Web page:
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Research reveals true size of world's largest tropical peatland

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  • Research reveals true size of world's largest tropical peatland
    Part of the research team travelling in a dugout canoe on the Ruki River in DRC. Image credit: University of Leeds.
  • A vast region of peatland in the heart of the Congo Basin is 15% bigger than previously thought, a new study mapping the full scale of the area has revealed.

The study, which involved Congolese and UK researchers including from the University of York, shows that the peatlands in the central Congo Basin store between 26 and 32 billion tonnes of carbon – roughly equivalent to three years’ worth of global fossil fuel emissions.

With only 8% of the peatland currently falling with nationally protected areas and one million hectares already scheduled to be auctioned for oil development by the DRC government next week, the researchers are calling for urgent action to protect the region. 

Balance

Co-author of the study, Dr Aida Cuni-Sanchez, from the Department of Environment and Geography at the University of York, said: “Our study highlights not only that the Congolese peatlands are larger than previously thought, but also that only a small percentage of them lie within nationally protected areas.

“We have to engage with governments, logging companies, mining companies, conservation organisations and local communities, to determine how best we can find a balance between carbon storage and development goals. The plans to auction one million hectares of the peatland for oil development next week should definitely not proceed forward.”

For the study, researchers spent three years visiting scientifically unexplored swamp forests in the DRC. They discovered that the peatlands span 16.7 million hectares – equivalent to the size of England and Wales combined – with the peat up to six and a half metres deep.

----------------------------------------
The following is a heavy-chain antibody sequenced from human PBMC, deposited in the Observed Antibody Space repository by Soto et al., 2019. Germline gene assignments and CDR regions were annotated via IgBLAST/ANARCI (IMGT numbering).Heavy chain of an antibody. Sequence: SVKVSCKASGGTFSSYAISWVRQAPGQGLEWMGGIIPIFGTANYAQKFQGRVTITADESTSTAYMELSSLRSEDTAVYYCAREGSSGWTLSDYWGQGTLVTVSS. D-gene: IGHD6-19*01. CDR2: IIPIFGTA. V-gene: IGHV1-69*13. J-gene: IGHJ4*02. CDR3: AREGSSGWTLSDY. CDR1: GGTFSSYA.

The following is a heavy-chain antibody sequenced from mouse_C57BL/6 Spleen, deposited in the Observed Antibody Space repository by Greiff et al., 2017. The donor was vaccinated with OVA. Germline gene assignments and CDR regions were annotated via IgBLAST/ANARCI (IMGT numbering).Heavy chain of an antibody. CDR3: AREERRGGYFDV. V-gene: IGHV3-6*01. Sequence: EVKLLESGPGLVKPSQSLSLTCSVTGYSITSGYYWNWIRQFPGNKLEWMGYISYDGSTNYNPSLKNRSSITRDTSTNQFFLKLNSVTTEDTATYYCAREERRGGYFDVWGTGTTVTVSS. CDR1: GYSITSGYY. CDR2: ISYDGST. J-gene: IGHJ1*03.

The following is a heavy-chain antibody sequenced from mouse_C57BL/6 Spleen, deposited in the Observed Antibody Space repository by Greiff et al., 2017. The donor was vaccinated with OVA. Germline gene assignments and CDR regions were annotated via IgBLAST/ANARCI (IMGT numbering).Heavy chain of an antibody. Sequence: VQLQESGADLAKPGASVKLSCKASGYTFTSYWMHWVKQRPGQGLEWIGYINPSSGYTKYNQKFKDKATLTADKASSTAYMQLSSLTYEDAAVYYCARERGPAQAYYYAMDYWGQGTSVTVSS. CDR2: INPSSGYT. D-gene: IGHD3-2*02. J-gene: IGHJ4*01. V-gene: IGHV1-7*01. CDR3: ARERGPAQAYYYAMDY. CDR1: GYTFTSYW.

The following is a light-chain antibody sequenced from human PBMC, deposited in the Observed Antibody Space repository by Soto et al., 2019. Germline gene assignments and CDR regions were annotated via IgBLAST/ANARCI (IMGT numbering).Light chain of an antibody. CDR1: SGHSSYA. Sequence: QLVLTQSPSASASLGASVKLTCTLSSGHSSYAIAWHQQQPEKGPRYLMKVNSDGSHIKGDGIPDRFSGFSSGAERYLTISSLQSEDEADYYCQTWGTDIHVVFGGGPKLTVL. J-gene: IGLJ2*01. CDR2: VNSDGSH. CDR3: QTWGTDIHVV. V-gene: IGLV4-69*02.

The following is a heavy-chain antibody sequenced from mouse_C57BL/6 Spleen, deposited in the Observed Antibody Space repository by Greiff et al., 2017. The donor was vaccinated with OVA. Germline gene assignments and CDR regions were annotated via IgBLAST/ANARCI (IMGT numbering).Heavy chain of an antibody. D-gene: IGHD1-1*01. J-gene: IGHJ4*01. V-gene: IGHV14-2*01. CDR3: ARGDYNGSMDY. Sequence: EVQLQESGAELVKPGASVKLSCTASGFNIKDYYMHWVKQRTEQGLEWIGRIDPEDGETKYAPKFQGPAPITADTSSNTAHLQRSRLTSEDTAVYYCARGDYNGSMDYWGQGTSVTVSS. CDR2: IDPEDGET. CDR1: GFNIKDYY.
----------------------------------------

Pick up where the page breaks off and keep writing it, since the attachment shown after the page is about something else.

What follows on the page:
Critical

Lead author of the study, Dr Bart Crezee, from the University of Leeds said: “Our findings really highlight the importance of the Congolese peatlands as a globally important store of carbon. 

“As much carbon is stored in this relatively small area of peatland as is found in all the trees of the entire Congo Basin rainforest. The critical importance of keeping this carbon safely stored in tropical peatlands cannot be underestimated in the battle to tackle climate change.”

In order to map the peatlands, the researchers worked with 18 villages across both the DRC and RoC involving over 100 field assistants and local guides. This collective effort allowed the scientists to make 463 measurements of peat depth across the Congo Basin to estimate how much carbon is held in the Central Congo peatlands.

The researchers used satellite data to predict peat depth in areas where there were no measurements. Combining the peat depth estimates with peat carbon content from peat samples allowed them to calculate the total amount of carbon stored across the region.

Carbon

Peat is partially-decomposed plant matter and acts as a carbon sink, removing carbon from the atmosphere though past plant growth.

If peatlands dry out, either through changes in land use such as drainage for agriculture or reduced rainfall, peat decomposition can accelerate, releasing the stored carbon into the atmosphere.

The central Congo peat swamp forests are currently one of the most carbon-dense ecosystems on earth, storing an average of 1,712 tonnes of carbon per hectare in peat.

Due to their remote location, the peatlands in the Congo Basin so far have been kept wet because they are relatively undisturbed. Development on the peatlands could have a disastrous effect on managing global climate change. 

When the researchers overlaid the new peatland map with plans for changes in land use, they found that a quarter of the carbon stock is threatened by industrial logging, mining or palm oil development. 

Future

Professor of Botany of Forest Conservation at the University of Kisangani Corneille Ewango said: “The Congolese peatlands are so rich. At one site alone we counted more than one hundred plant species, some of which are almost certainly new to science.

“People living near the peatlands are using them fairly sustainably, but threats are growing from oil drilling, logging and palm oil plantations. These developments risk the Congolese peatlands emitting vast quantities of carbon dioxide into the atmosphere, which would put global climate commitments out of reach.

“Going forward, plans are needed to increase the incomes of local people while enhancing their abilities to protect the central Congo peatlands, and I hope our work will help secure a better future for the peatlands and its people.”

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